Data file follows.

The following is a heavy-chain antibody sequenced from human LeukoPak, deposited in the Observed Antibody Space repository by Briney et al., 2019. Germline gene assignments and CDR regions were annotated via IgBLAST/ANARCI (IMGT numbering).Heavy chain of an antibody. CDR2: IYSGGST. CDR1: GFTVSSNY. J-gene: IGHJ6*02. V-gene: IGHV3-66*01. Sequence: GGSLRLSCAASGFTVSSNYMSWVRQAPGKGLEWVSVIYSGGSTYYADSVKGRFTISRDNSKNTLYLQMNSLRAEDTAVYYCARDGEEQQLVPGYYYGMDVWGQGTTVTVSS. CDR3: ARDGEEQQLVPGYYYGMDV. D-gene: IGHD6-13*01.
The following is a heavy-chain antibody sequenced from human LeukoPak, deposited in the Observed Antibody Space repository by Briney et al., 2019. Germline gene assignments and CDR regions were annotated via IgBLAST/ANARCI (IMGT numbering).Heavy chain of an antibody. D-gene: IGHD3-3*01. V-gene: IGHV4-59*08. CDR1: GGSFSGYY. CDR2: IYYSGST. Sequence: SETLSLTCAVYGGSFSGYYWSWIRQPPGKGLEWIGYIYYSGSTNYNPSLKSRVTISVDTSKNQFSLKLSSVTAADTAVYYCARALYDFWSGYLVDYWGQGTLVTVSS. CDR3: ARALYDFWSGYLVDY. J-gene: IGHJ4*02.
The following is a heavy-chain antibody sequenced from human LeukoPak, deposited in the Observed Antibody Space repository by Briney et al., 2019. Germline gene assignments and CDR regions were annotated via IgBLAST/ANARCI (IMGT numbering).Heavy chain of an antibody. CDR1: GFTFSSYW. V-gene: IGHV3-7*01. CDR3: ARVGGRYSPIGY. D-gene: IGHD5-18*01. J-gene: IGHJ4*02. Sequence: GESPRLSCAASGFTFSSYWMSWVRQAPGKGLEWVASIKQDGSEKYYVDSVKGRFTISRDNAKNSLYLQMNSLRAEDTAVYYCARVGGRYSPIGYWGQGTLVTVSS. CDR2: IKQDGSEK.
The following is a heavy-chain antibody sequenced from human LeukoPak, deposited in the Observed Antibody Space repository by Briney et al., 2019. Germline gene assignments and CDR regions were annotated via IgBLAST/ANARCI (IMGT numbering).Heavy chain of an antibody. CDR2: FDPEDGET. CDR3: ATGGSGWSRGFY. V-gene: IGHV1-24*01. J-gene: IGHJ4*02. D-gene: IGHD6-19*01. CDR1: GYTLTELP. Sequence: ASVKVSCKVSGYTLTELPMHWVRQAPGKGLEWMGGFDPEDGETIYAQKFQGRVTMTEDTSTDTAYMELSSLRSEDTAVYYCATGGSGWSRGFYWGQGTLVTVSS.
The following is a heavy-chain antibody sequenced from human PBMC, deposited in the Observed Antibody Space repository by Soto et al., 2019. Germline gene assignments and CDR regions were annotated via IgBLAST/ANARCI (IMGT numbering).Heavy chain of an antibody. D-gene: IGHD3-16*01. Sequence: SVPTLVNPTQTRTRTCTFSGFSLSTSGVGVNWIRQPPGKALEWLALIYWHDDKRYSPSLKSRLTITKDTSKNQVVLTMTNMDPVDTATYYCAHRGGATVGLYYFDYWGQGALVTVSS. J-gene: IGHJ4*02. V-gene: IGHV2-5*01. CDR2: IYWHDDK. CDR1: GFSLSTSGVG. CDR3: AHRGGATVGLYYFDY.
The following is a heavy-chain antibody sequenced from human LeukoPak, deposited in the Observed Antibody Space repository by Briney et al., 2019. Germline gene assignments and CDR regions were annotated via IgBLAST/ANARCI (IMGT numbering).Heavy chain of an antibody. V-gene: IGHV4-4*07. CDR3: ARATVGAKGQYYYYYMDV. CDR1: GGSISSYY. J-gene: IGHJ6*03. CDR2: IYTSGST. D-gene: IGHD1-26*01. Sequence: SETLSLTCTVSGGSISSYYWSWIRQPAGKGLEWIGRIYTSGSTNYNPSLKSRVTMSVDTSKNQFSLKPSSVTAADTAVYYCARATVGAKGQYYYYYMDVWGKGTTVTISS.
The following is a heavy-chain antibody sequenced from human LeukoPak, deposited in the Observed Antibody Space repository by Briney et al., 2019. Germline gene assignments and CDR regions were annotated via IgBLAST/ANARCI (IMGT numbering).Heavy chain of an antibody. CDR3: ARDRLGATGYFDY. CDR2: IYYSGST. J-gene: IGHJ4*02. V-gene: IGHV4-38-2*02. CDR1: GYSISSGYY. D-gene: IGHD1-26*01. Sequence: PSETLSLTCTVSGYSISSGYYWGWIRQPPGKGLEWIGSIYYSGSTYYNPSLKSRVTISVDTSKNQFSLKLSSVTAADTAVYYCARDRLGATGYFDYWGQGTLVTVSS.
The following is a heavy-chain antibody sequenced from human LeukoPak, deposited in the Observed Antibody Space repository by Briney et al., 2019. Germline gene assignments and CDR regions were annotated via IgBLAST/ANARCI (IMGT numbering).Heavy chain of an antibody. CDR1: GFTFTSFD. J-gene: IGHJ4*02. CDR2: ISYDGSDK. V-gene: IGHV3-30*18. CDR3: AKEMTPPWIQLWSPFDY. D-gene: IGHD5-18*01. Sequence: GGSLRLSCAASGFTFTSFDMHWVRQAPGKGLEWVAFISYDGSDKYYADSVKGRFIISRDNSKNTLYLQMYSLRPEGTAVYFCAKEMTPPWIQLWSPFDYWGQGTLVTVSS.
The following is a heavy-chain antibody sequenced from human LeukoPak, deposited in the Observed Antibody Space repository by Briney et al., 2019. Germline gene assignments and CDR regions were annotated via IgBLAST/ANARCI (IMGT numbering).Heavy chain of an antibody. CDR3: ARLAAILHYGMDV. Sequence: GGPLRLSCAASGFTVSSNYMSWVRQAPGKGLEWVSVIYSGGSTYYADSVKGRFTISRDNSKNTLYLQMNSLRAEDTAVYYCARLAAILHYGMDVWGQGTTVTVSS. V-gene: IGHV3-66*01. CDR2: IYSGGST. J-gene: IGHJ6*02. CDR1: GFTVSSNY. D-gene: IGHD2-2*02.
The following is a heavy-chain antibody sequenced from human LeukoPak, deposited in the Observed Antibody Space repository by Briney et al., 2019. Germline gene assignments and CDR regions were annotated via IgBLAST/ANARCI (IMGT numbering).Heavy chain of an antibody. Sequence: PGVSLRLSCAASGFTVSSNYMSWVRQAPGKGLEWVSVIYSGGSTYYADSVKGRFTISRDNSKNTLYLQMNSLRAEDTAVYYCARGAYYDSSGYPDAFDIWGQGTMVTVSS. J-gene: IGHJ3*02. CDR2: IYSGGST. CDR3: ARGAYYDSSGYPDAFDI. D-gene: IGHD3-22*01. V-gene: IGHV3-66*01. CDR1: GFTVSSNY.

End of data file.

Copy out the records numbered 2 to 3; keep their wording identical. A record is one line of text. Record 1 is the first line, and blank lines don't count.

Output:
The following is a heavy-chain antibody sequenced from human LeukoPak, deposited in the Observed Antibody Space repository by Briney et al., 2019. Germline gene assignments and CDR regions were annotated via IgBLAST/ANARCI (IMGT numbering).Heavy chain of an antibody. D-gene: IGHD3-3*01. V-gene: IGHV4-59*08. CDR1: GGSFSGYY. CDR2: IYYSGST. Sequence: SETLSLTCAVYGGSFSGYYWSWIRQPPGKGLEWIGYIYYSGSTNYNPSLKSRVTISVDTSKNQFSLKLSSVTAADTAVYYCARALYDFWSGYLVDYWGQGTLVTVSS. CDR3: ARALYDFWSGYLVDY. J-gene: IGHJ4*02.
The following is a heavy-chain antibody sequenced from human LeukoPak, deposited in the Observed Antibody Space repository by Briney et al., 2019. Germline gene assignments and CDR regions were annotated via IgBLAST/ANARCI (IMGT numbering).Heavy chain of an antibody. CDR1: GFTFSSYW. V-gene: IGHV3-7*01. CDR3: ARVGGRYSPIGY. D-gene: IGHD5-18*01. J-gene: IGHJ4*02. Sequence: GESPRLSCAASGFTFSSYWMSWVRQAPGKGLEWVASIKQDGSEKYYVDSVKGRFTISRDNAKNSLYLQMNSLRAEDTAVYYCARVGGRYSPIGYWGQGTLVTVSS. CDR2: IKQDGSEK.